54% of Public School Districts Need to Update or Replace Multiple Infrastructures
Over two-fifths also need to update or replace heating, ventilation and air condition systems, raising concerns about reopening schools amid the coronavirus pandemic.
A new study found the majority of public school districts in the United States need to make significant infrastructure repairs to multiple building systems or features.
The U.S. Government Accountability Office (GAO) released the study Thursday — the agency’s first on the issue since 1996, according to U.S. News. The agency surveyed 378 school districts across the country and found many do not receive adequate funding to address repairs of decrepit and aging buildings that can pose health and safety risks to students and staff.
Overall, the report found 54% of public school districts need to update or replace multiple building systems or features in their schools. To determine the conditions of their school facilities, approximately 65% of districts conducted a facilities condition assessment at least once in the last 10 years. An estimated 16% had not conducted an assessment in the last decade and the remaining districts did not know if a review had been performed.
GAO members visited 55 schools across 16 districts and found that in more than half of them, older systems had leaked and caused damage to floor or ceiling tiles. In one Rhode Island school, parts of its ventilation systems are almost 100 years old. Another school in Michigan is using a boiler from the 1920s to heat its building, according to Courier.
Officials in one Maryland school district said they retrofitted some schools with air conditioning but did not replace the pipes and insulation, which led to condensation problems — an issue that can also lead to dangerous mold.
For most of the surveyed schools, the issue of repairing these aging and dangerous infrastructures comes down to money. Officials with the aforementioned Maryland school district said fixing the HVAC issues would cost more than $1 million per school building.
The report also addressed how school funding methods vary by state and district. According to the study, 36 states provide some level of funding for school construction and renovation. The remaining states leave it completely up to districts to generate funding through property taxes, bonds or other local sources, which favors wealthier communities. Funding from property taxes and other local sources makes it nearly impossible for poorer communities to address infrastructure issues, according to the report. High-poverty districts more commonly rely on limited state funding to address facility needs.
The report found that in wealthier communities, local funding makes up 72% of overall funding for building costs. In poorer communities, local funding makes up only 35% of overall facilities funding. On average, districts in poorer areas spend $300 less per student on capital costs than wealthier districts.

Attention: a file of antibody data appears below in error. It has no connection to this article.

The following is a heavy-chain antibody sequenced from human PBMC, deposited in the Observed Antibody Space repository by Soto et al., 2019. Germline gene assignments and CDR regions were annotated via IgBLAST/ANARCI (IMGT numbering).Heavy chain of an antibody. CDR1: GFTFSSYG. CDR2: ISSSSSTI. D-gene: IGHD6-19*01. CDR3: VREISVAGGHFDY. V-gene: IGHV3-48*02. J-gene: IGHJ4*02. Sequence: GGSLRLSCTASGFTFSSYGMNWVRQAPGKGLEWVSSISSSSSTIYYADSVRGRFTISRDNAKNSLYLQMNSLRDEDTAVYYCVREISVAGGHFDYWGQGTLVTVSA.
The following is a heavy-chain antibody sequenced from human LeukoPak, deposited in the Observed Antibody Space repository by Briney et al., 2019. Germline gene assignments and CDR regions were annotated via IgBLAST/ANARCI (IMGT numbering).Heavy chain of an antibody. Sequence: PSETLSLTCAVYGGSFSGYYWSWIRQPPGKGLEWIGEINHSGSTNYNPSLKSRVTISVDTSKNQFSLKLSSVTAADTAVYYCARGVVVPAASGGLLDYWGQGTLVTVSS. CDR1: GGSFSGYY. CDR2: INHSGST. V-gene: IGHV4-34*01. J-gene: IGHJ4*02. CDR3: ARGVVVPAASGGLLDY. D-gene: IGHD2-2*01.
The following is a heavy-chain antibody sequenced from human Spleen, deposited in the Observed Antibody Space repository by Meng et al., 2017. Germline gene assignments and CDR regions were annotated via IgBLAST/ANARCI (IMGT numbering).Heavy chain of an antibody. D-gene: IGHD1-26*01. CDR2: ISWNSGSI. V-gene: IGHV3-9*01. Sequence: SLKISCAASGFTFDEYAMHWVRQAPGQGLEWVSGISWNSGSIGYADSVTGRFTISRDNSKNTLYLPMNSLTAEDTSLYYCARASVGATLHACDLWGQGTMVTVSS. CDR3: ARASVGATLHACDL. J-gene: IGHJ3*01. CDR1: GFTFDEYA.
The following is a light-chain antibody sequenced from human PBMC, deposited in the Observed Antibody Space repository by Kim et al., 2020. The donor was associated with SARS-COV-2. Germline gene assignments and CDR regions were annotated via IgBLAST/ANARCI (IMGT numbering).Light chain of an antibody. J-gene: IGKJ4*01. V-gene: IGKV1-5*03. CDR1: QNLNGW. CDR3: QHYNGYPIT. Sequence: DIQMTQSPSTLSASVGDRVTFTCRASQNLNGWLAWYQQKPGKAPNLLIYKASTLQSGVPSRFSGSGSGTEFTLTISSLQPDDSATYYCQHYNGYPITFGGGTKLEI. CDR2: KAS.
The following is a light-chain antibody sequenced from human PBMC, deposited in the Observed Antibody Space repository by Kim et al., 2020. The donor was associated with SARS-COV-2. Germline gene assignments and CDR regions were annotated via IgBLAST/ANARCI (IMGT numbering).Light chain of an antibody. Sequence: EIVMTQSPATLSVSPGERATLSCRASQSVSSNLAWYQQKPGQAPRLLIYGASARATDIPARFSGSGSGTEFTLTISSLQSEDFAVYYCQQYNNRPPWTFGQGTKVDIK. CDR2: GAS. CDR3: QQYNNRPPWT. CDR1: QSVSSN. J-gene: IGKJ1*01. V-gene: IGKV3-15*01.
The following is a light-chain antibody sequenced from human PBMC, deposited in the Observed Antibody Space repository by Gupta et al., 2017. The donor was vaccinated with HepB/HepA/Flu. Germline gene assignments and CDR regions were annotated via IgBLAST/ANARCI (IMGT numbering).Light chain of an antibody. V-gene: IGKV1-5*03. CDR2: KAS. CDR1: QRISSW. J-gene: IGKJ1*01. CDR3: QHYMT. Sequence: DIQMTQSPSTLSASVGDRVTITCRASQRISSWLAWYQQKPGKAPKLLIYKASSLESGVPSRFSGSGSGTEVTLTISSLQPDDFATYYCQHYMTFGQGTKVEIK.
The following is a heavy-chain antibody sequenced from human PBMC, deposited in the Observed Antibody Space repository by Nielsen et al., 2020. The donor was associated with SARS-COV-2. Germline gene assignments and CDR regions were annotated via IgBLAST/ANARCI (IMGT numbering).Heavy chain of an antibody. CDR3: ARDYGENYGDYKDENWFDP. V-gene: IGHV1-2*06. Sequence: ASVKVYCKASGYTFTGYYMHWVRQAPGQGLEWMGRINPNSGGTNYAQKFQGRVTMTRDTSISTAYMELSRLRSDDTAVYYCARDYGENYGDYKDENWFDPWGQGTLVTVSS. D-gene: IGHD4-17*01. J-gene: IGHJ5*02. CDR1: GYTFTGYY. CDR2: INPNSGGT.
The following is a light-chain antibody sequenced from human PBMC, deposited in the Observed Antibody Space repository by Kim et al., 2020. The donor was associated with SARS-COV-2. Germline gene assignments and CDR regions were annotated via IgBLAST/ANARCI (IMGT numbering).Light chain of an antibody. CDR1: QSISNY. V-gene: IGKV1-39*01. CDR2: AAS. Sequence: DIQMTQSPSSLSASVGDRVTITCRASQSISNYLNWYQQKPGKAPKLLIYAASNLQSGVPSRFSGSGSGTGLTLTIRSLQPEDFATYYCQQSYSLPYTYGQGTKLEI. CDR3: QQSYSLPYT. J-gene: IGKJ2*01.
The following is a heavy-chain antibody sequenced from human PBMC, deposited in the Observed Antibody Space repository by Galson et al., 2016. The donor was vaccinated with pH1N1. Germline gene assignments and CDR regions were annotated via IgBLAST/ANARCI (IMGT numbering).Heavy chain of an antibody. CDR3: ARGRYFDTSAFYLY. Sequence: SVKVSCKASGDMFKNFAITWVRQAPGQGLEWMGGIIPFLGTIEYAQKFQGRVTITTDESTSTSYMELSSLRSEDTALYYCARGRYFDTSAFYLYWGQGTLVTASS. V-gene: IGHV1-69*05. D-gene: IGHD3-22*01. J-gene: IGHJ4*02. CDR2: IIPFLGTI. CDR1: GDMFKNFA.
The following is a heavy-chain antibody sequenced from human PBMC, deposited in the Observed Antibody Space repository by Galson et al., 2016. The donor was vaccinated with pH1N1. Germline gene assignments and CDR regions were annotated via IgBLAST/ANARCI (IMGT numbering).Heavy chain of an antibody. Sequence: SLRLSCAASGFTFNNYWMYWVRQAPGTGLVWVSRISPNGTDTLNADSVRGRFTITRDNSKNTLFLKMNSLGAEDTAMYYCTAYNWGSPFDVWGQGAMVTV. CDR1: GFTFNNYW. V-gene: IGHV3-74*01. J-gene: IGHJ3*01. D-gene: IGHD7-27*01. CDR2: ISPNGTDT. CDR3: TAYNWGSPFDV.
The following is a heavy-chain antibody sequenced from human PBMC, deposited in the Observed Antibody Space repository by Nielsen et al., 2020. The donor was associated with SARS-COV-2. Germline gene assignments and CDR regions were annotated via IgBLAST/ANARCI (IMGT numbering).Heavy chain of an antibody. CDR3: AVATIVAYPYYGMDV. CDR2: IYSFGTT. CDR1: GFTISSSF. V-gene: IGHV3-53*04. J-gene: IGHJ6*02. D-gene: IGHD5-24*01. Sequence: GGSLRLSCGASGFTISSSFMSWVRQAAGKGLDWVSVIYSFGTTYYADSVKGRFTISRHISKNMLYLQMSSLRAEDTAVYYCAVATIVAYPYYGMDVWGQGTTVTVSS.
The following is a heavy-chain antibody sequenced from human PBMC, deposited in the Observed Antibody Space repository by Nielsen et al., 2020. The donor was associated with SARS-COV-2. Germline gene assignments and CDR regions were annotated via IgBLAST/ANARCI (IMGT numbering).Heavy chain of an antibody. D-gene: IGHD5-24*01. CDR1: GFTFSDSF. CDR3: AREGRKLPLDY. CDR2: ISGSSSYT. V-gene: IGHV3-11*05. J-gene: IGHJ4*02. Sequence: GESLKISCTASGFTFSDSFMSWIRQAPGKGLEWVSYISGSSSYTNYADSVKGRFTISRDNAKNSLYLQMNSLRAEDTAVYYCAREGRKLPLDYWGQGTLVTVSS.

Many schools also reported delaying structural fixes since much of the focus has shifted to security. Approximately 92% said improving security was their top priority. Several schools said they had recently invested in new security improvements, even though other systems were failing. A Florida elementary school installed new cameras as issues with its ventilation systems required staff to go to the roof to adjust the air conditioning. When federal officials visited the school, buckets were placed around the school to catch leaking water.
Will the Coronavirus Impact Necessary Updates?
The report also determined approximately 36,000 schools — or 41% — need to update or replace heating, ventilation and air condition systems, which raises concerns about returning to school in the fall amid the coronavirus pandemic.
“If not addressed, such problems can lead to indoor air quality problems and mold, and in some cases caused schools to adjust schedules temporarily,” reads the report.
The House Education and Labor Committee said if the systems are not operating correctly, they may fail to meet the Center for Disease Control and Prevention’s (CDC) guidelines for safely reopening schools, according to Yahoo News. Part of the guidelines requires proper ventilation and an increase in circulation of outdoor air “as much as possible” through things like opening windows and doors.
Not surprisingly, the pandemic has further worsened the limited funding for improving school infrastructures due to limited tax revenues and strains on financial reserves, according to Courier. Ohio Governor Mike DeWine announced last month a $300 million cut from K-12 public school funding. Florida’s Broward County Public Schools, which is home to Marjory Stoneman Douglas High School, is anticipating a 10-20% cut in state funding.
“Even before the COVID-19 pandemic, outdated and hazardous school buildings were undermining the quality of public education and putting students and educators at risk. Now, the pandemic is exacerbating the consequences of our failure to make necessary investments in school infrastructure,” said Rep. Bobby Scott, chairman of the House Education and Labor Committee. “This report offers clear, irrefutable evidence that we must launch an urgent, nationwide effort to rebuild America’s schools. As workers face record unemployment, there is no better time for a historic investment in school infrastructure that will make classrooms safer and get millions of people back to work.”